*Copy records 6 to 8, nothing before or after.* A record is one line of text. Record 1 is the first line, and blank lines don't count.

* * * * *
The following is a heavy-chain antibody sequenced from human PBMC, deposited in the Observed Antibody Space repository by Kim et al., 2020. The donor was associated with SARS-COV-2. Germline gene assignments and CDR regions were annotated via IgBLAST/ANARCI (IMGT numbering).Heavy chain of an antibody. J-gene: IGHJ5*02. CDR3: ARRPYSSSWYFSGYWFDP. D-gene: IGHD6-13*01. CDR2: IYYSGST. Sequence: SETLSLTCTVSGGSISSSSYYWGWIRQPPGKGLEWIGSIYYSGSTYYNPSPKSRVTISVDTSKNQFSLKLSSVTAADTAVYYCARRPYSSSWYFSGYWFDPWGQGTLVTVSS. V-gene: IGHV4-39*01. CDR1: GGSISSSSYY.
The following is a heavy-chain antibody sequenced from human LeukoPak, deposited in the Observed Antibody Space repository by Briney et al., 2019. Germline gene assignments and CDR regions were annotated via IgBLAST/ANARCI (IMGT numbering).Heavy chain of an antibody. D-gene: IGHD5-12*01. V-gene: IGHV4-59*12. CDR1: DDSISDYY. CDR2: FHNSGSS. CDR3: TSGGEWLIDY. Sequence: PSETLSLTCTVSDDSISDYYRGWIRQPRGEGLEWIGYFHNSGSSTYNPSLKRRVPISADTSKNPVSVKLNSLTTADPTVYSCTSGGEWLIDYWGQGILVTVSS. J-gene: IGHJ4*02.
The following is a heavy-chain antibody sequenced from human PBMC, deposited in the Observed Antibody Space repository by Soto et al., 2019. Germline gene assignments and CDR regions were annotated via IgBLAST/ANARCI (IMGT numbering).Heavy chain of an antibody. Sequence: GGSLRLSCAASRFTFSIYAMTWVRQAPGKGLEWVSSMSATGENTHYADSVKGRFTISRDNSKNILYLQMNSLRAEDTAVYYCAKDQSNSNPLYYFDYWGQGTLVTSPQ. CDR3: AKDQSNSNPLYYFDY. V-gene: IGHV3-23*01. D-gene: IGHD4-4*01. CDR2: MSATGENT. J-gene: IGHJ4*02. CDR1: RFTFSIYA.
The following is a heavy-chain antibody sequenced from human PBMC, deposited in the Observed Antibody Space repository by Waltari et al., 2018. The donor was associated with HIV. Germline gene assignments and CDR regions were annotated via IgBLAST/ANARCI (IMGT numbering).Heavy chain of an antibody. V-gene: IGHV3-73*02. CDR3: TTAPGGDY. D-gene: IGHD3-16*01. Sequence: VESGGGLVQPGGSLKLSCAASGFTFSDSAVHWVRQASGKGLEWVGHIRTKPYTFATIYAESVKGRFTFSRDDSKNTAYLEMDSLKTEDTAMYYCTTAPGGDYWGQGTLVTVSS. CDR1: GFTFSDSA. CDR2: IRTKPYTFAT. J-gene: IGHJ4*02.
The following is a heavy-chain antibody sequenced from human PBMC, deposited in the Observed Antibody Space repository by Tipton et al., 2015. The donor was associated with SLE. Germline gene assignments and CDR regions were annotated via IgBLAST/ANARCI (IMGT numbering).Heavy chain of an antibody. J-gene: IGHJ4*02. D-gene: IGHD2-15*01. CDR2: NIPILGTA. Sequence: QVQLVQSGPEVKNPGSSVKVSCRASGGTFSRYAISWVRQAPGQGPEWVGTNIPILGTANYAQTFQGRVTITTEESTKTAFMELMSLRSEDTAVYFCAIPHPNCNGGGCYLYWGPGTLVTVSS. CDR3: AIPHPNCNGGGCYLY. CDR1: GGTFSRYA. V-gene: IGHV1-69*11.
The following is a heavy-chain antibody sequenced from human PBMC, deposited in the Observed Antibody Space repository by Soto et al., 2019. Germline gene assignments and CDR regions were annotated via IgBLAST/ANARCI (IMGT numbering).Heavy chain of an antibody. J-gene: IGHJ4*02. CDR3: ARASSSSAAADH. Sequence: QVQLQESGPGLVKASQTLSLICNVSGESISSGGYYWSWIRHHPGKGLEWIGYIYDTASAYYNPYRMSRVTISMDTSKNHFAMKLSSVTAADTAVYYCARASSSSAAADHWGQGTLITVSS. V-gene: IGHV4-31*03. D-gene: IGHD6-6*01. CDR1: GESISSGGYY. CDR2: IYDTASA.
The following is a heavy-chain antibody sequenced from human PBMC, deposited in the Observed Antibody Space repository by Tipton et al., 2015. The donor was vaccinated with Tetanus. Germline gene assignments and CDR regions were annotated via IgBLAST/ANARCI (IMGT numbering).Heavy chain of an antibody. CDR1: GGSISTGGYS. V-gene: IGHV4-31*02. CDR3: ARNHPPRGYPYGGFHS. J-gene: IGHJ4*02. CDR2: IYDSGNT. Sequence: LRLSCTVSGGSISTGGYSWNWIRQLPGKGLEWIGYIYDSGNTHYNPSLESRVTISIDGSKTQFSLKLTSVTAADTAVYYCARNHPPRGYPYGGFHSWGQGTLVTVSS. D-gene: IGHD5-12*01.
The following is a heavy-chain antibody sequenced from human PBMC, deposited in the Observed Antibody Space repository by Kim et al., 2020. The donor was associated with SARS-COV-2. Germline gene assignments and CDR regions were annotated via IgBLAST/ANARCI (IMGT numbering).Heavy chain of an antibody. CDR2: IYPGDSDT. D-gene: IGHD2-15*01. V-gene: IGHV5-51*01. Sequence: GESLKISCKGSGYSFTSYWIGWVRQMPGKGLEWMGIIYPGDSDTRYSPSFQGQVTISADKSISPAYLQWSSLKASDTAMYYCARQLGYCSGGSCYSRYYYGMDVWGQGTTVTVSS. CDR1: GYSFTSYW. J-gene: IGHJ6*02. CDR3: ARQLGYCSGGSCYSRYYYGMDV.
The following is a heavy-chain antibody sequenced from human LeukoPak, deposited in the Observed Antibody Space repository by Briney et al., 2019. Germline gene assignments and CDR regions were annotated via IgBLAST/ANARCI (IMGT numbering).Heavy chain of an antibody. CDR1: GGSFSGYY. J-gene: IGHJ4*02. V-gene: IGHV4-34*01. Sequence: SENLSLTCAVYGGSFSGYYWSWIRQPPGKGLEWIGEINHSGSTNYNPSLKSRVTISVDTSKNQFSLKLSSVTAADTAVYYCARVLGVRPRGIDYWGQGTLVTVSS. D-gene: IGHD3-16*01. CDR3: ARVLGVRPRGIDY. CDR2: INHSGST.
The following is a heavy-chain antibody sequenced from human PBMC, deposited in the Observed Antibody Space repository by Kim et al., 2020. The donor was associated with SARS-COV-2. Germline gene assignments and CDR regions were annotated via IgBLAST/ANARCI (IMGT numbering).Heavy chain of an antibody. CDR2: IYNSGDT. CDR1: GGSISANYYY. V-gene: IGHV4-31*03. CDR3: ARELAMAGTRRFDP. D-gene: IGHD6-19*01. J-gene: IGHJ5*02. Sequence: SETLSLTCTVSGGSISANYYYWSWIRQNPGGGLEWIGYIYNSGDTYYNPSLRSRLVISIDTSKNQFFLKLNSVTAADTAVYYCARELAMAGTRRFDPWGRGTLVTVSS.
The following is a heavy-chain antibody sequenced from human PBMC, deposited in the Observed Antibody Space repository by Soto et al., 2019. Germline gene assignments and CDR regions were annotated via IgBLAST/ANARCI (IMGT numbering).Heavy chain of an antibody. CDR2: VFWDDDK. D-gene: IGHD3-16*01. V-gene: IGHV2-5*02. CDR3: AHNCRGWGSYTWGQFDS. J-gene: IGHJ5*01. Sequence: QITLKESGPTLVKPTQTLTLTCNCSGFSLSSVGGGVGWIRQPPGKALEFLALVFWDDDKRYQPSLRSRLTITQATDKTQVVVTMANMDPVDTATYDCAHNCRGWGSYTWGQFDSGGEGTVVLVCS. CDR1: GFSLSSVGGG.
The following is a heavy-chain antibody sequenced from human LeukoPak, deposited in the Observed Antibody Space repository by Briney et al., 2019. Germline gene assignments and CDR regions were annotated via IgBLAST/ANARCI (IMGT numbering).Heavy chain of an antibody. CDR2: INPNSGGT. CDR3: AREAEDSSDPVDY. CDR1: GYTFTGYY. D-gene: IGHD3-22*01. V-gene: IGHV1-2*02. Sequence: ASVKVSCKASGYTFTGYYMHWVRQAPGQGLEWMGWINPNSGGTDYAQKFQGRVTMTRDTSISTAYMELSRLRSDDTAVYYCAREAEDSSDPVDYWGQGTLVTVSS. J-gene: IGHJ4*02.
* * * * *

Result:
The following is a heavy-chain antibody sequenced from human PBMC, deposited in the Observed Antibody Space repository by Soto et al., 2019. Germline gene assignments and CDR regions were annotated via IgBLAST/ANARCI (IMGT numbering).Heavy chain of an antibody. J-gene: IGHJ4*02. CDR3: ARASSSSAAADH. Sequence: QVQLQESGPGLVKASQTLSLICNVSGESISSGGYYWSWIRHHPGKGLEWIGYIYDTASAYYNPYRMSRVTISMDTSKNHFAMKLSSVTAADTAVYYCARASSSSAAADHWGQGTLITVSS. V-gene: IGHV4-31*03. D-gene: IGHD6-6*01. CDR1: GESISSGGYY. CDR2: IYDTASA.
The following is a heavy-chain antibody sequenced from human PBMC, deposited in the Observed Antibody Space repository by Tipton et al., 2015. The donor was vaccinated with Tetanus. Germline gene assignments and CDR regions were annotated via IgBLAST/ANARCI (IMGT numbering).Heavy chain of an antibody. CDR1: GGSISTGGYS. V-gene: IGHV4-31*02. CDR3: ARNHPPRGYPYGGFHS. J-gene: IGHJ4*02. CDR2: IYDSGNT. Sequence: LRLSCTVSGGSISTGGYSWNWIRQLPGKGLEWIGYIYDSGNTHYNPSLESRVTISIDGSKTQFSLKLTSVTAADTAVYYCARNHPPRGYPYGGFHSWGQGTLVTVSS. D-gene: IGHD5-12*01.
The following is a heavy-chain antibody sequenced from human PBMC, deposited in the Observed Antibody Space repository by Kim et al., 2020. The donor was associated with SARS-COV-2. Germline gene assignments and CDR regions were annotated via IgBLAST/ANARCI (IMGT numbering).Heavy chain of an antibody. CDR2: IYPGDSDT. D-gene: IGHD2-15*01. V-gene: IGHV5-51*01. Sequence: GESLKISCKGSGYSFTSYWIGWVRQMPGKGLEWMGIIYPGDSDTRYSPSFQGQVTISADKSISPAYLQWSSLKASDTAMYYCARQLGYCSGGSCYSRYYYGMDVWGQGTTVTVSS. CDR1: GYSFTSYW. J-gene: IGHJ6*02. CDR3: ARQLGYCSGGSCYSRYYYGMDV.